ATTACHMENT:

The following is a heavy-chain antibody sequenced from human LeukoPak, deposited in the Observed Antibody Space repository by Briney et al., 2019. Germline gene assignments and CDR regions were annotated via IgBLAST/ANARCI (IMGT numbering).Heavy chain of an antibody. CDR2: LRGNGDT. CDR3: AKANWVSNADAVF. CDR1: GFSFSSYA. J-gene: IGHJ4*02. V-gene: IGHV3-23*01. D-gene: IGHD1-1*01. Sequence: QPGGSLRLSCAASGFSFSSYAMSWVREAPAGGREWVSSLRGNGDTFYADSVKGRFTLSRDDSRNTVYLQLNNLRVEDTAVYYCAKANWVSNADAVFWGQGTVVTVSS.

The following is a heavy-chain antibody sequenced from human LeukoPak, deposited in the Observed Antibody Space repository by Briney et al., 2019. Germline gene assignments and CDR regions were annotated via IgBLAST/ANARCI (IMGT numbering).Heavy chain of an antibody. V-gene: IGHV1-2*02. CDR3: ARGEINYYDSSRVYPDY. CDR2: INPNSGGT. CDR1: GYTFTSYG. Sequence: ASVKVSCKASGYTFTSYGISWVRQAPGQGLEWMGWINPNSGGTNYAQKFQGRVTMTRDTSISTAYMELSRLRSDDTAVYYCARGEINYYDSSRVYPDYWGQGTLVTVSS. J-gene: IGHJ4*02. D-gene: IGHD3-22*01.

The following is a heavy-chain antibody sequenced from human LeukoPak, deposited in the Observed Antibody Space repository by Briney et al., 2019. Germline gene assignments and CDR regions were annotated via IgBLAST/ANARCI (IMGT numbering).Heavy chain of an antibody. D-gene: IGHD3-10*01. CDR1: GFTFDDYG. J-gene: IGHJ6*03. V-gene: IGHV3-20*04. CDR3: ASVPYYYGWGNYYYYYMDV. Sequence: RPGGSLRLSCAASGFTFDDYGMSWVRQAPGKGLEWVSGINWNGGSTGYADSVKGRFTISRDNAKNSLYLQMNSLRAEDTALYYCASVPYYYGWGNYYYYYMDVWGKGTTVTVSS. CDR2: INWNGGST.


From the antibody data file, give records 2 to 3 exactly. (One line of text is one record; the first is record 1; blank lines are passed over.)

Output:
The following is a heavy-chain antibody sequenced from human LeukoPak, deposited in the Observed Antibody Space repository by Briney et al., 2019. Germline gene assignments and CDR regions were annotated via IgBLAST/ANARCI (IMGT numbering).Heavy chain of an antibody. V-gene: IGHV1-2*02. CDR3: ARGEINYYDSSRVYPDY. CDR2: INPNSGGT. CDR1: GYTFTSYG. Sequence: ASVKVSCKASGYTFTSYGISWVRQAPGQGLEWMGWINPNSGGTNYAQKFQGRVTMTRDTSISTAYMELSRLRSDDTAVYYCARGEINYYDSSRVYPDYWGQGTLVTVSS. J-gene: IGHJ4*02. D-gene: IGHD3-22*01.

The following is a heavy-chain antibody sequenced from human LeukoPak, deposited in the Observed Antibody Space repository by Briney et al., 2019. Germline gene assignments and CDR regions were annotated via IgBLAST/ANARCI (IMGT numbering).Heavy chain of an antibody. D-gene: IGHD3-10*01. CDR1: GFTFDDYG. J-gene: IGHJ6*03. V-gene: IGHV3-20*04. CDR3: ASVPYYYGWGNYYYYYMDV. Sequence: RPGGSLRLSCAASGFTFDDYGMSWVRQAPGKGLEWVSGINWNGGSTGYADSVKGRFTISRDNAKNSLYLQMNSLRAEDTALYYCASVPYYYGWGNYYYYYMDVWGKGTTVTVSS. CDR2: INWNGGST.